For his final thesis paper, he studied athletes who left college early, their backgrounds, why they failed or succeeded. His mother threw a draft party for him in Manhattan on the night in when the Bulls selected him second over all, behind Yao Ming, the Chinese center taken by the Houston Rockets. That was awkward. The family celebrated until sunrise, exes notwithstanding. Williams left for Chicago the next morning, the world spread below him, ripe with promise. Ups, Downs and a Disaster. On the North Side of Chicago, near the intersection of Fletcher and Honore Streets, there are no reminders that Jay Williams threw it all away in this quiet neighborhood crowded with two-story homes and parallel-parked cars.
There is, however, more than one bright red fire hydrant, along with Bulls fans who remember what could have been and what was not. Williams wanted the Bulls to draft him, wanted to follow Jordan, whose locker had sat empty until Williams took it and ratcheted up already enormous expectations. Fans screamed his name while he walked the streets. He drove down Interstate 90, where his face filled a billboard. In his rookie season, Williams played against Jordan, who was then with the Washington Wizards.
Jordan went at Williams on several consecutive possessions. Each time, Jordan told Williams how he would score — first over the left shoulder, then fake over the left shoulder and shoot over the right, and so forth — and each time, Jordan scored exactly as he said he would. Williams asked to be called Jay around then, instead of Jason, to avoid confusion with the N. He never legally changed his name, but Jay stuck. In hindsight, the change was indicative of a period of transformation. They remained as close as ever. Duke players called her Mama Will. Even now, she often stays with her son and coaches the Durham Senior Divas, a cheerleading squad.
She watched her son struggle to adapt to the N. He fought for playing time with Jamal Crawford. He went from regimented Duke, with every day planned to the minute, into a looser environment, with millions of dollars in his bank account and more free time than hobbies with which to fill it.
Guys were on the bench, trying to kick it to girls in the stands, having ball boys run over. I mean, some guys were high. He noticed the nervous laughter around the kitchen table. Guys are gambling. Like, we just lost by 30 tonight! It bugged me out. Still, Williams did not live like a monk back then.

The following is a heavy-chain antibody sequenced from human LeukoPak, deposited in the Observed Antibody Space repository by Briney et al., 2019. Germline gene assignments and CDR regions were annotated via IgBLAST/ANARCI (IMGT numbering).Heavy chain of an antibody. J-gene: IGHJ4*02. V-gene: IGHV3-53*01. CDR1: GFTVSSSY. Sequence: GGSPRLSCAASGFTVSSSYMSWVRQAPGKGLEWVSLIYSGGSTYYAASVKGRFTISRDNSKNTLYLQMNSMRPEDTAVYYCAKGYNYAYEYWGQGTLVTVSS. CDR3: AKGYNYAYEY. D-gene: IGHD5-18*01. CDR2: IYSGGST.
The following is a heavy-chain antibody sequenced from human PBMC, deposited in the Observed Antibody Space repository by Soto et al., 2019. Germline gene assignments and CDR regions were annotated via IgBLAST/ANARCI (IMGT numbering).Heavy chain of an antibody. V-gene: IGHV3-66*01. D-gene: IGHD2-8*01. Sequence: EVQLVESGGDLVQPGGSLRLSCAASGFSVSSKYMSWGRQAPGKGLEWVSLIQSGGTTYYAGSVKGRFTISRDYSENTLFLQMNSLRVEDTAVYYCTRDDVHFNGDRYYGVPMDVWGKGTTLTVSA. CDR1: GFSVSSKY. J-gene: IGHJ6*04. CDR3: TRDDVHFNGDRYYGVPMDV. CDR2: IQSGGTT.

He attended the rookie symposium and listened to little of what was said. He took private planes to Las Vegas with his friends, gambled, frequented nightclubs, fought with his parents. By the end of his first season, he started to feel more comfortable, more able, especially on the court. That June, he returned to Duke, where he spoke at a basketball camp.
Collins said Williams played pickup games that weekend at a level he had never previously reached, schooling his college counterparts, scoring at will, pulling his own Jordan. Williams later told the campers that they could never predict the future, that they needed to stay in school as much as they needed to practice. He flew back to Chicago the next morning. His motorcycle sat in the garage. His mother hated the idea of the bike. She put gum in the ignition and joked about throwing the motorcycle off a nearby cliff.
The day after he spoke to the campers, Williams went for that fateful ride, crashed into that pole, smashed his leg in pieces. The news spread fast. Collins thought back instantly to what Williams told the campers. Baluyot felt nauseated and went home sick. Williams spent five weeks on his back, in intensive care, his leg propped up, hopped up on pain medication. There were no windows in the unit, only darkness and artificial light. One night, a nearby roof collapsed during a party, and Williams sat there, high and scared, as he listened to the screams.
He hallucinated regularly. He once saw his father hovering over the bed and his mother near the ceiling.
But his teammates in Chicago? Never heard from them. After the stint in intensive care, Williams flew back to Duke. He rented a house near the Krzyzewskis. Carlos Boozer flew back to hang out. Mike Dunleavy Jr. Here was everything Krzyzewski talked about in college, a basketball team that doubled as a family. Williams did some type of physical therapy every day, often twice, for two years. His mother prayed at least that often. When he asked what if, she flipped the question. What if he had died? What if he had lost his leg? Gauvin, the physical therapist, took one look at that leg, all gnarled and scarred, and told Williams he was lucky the surgical team in Chicago had managed to save it below the knee.
While in therapy, Williams masked his depression, same as he did in public.